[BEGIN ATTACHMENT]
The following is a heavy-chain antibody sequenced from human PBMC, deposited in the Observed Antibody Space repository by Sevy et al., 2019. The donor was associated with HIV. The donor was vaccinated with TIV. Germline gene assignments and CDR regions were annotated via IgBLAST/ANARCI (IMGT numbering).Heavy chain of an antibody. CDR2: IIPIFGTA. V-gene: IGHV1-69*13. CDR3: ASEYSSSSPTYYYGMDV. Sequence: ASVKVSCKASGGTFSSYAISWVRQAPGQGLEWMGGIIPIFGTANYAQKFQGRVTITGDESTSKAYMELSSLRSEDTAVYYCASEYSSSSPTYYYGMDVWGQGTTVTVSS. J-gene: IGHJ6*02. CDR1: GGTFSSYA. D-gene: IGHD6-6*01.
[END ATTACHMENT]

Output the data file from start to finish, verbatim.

The following is a heavy-chain antibody sequenced from human PBMC, deposited in the Observed Antibody Space repository by Sevy et al., 2019. The donor was associated with HIV. The donor was vaccinated with TIV. Germline gene assignments and CDR regions were annotated via IgBLAST/ANARCI (IMGT numbering).Heavy chain of an antibody. CDR2: IIPIFGTA. V-gene: IGHV1-69*13. CDR3: ASEYSSSSPTYYYGMDV. Sequence: ASVKVSCKASGGTFSSYAISWVRQAPGQGLEWMGGIIPIFGTANYAQKFQGRVTITGDESTSKAYMELSSLRSEDTAVYYCASEYSSSSPTYYYGMDVWGQGTTVTVSS. J-gene: IGHJ6*02. CDR1: GGTFSSYA. D-gene: IGHD6-6*01.